Thus, Beijing has been vehemently opposing Taiwan’s participation at WHO – despite Taiwan’s demonstrated success in containing Covid – and wants New Delhi to take its side. It may also want New Delhi to reverse its recent move closing the automatic route for Chinese investments. But New Delhi must firmly stand up to Chinese pressure. This is especially so since Beijing rarely gives any diplomatic quarter to New Delhi on issues important to India, such as Kashmir or terror. On the economic front too, China rarely adheres to reciprocity and has done little to mitigate the huge bilateral trade deficit by giving Indian investments or imports more access. A China dominated Asian order would be disastrous. India should join cause with like-minded nations and entities, including Taiwan, and push for a rules based, multilateral order.
Keeping The Peace: On India-China Border Tension
India and China must end tensions on the border by clarifying the LAC
The Hindu, Chennai
May 22, 2020
With four incidents along the Line of Actual Control (LAC) in recent weeks, the India-China border is witnessing the highest tensions since the Doklam stand-off in 2017. In the three years since, both sides have done remarkably well to keep the peace. Prime Minister Modi and President Xi both agreed differences should not be allowed to escalate into disputes.
Also, a clear message was sent to the two militaries to abide by the detailed protocols already in place, such as those agreed to in 2005 and 2013. These regulate the activities of troops in the contested zones that lie in between both sides’ overlapping claim lines of the undefined LAC. If Army Chief General Manoj Naravane wisely sought to cool the temperatures with his May 14 statement, China has unhelpfully raised them. On May 19, its Foreign Ministry accused the Indian Army of “attempting to unilaterally change the status” of the LAC. The stand-off in Ladakh appears to have been triggered by China moving in troops to obstruct road construction activity by India.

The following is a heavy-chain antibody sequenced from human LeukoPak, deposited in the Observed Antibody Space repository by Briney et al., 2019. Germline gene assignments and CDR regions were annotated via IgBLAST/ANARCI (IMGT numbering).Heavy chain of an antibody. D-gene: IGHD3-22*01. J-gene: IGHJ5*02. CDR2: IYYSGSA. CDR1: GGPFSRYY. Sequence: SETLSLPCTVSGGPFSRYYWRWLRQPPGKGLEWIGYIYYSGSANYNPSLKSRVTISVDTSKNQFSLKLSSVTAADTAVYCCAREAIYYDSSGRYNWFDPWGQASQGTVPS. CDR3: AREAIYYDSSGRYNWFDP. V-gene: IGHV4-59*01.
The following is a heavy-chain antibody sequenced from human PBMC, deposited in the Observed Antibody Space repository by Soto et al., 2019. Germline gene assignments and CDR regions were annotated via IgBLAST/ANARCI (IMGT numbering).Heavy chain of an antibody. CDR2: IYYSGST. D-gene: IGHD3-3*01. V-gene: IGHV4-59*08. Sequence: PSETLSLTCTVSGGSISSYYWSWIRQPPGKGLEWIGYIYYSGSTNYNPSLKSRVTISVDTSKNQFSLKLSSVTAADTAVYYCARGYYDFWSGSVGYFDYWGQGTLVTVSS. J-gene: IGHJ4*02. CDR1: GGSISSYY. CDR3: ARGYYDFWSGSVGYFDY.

Last year, India completed the Darbuk-Shyok-Daulet Beg Oldi (DBO) road which connects Leh to the Karakoram Pass. India also maintains a key landing strip at DBO at 16,000 feet. The broader context for the tensions is the changing dynamic along the LAC. India has been upgrading its roads as it plays catch-up, with China already enjoying an advantage in both terrain and infrastructure. China now seems to be telling India it has no right to carry out the kind of activity that Beijing has already done. India is well within its right to carry out construction work. Delhi needs to remind Beijing that a fundamental principle that underpins all previous agreements is recognising the right to mutual and equal security of the two sides.
The immediate priority is for both sides to use existing channels and step back. Flag meetings between brigade commanders have so far been unable to break the stalemate. The incidents have underlined how the new LAC situation is placing existing mechanisms under renewed stress. India and China should grasp the current situation as an opportunity to revive the stalled process of clarifying the LAC. China has resisted this as a distraction to the boundary negotiations. But rather than agree on a line, both can instead simply seek to better understand the claims of the other and reach a common understanding to regulate activity in these areas.
Clarifying the LAC may even provide a fresh impetus to the stalled boundary talks between the Special Representatives. Beyond the posturing, both sides know a final settlement will ultimately have to use the LAC as a basis, with only minor adjustments. Only a settlement will end the shadow boxing on the LAC. With both countries in the midst of an unprecedented global pandemic, the time to push for a settlement to a distracting, protracted dispute is now.